Rule 1: Don't hurt beginners. Even if they ask you to...
Ultimately, the question is unanswerable, but depending on how it is phrased you can chip away at it.
Sometimes, someone will clamp down and refuse to move, thereby demonstrating that "aikido doesn't work." My answer to this is to point out all the openings created by clamping down, and demonstrate how being more fluid gives uke more opportunities, including perhaps the opportunity for a reversal.
Sometimes, someone will have a particular scenario in mind, and won't see how "aikido technique" would work in that situation. Here, I would walk through the scenario and show how aikido principles continue to apply even if what happens doesn't look like kihon waza.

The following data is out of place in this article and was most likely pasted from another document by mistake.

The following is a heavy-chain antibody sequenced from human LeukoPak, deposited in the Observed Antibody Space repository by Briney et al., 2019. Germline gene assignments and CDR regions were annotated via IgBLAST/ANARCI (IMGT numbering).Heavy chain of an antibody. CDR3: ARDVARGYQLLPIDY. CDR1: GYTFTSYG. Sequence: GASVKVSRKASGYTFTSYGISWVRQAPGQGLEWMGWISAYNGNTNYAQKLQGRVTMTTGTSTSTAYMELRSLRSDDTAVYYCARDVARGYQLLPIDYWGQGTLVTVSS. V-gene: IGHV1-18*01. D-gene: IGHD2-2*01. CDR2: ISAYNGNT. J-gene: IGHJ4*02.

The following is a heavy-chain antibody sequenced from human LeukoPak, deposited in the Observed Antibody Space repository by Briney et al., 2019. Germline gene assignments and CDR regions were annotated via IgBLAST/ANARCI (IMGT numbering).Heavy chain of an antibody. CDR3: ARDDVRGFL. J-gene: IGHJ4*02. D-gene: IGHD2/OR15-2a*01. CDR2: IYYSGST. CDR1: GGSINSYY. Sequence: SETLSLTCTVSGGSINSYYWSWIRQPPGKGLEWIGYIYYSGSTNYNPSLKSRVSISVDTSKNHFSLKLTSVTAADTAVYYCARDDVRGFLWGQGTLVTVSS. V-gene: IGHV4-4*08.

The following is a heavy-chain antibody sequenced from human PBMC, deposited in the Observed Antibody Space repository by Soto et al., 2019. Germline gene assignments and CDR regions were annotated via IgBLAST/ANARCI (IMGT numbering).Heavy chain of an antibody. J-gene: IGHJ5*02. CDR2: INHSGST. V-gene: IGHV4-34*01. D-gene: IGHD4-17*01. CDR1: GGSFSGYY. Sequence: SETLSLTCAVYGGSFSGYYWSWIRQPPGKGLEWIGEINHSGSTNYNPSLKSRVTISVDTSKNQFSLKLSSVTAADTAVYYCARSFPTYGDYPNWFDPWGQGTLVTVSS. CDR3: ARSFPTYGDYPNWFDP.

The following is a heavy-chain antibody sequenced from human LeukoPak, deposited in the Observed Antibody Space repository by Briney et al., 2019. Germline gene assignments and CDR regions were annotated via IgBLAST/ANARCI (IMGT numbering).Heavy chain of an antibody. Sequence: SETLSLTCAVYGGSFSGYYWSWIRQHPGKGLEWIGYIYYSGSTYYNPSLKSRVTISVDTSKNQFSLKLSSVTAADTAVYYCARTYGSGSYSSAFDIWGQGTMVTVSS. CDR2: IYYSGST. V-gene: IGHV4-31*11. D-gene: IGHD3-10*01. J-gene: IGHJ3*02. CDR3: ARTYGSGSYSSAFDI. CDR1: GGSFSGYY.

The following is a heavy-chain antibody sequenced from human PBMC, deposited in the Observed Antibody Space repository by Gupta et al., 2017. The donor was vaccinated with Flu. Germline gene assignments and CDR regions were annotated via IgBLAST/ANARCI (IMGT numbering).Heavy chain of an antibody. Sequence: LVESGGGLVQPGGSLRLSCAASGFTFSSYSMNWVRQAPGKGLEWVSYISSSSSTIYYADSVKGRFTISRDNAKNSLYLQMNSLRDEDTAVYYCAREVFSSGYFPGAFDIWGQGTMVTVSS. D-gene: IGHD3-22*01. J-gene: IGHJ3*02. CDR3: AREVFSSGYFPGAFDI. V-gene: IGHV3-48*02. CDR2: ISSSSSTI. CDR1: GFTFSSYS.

If there's a more senior person available, you could demonstrate how trying to use strength grounds the attacker and is counterproductive, while a softer touch works. This demonstration can be risky with beginners because they have very little structure and are easy to throw the "wrong" way by mistake.
As a shodan, be aware that *your* aikido probably *doesn't* work in every situation that your students could dream up. "I don't know" is a better answer than confidently making a claim that you can't personally back up.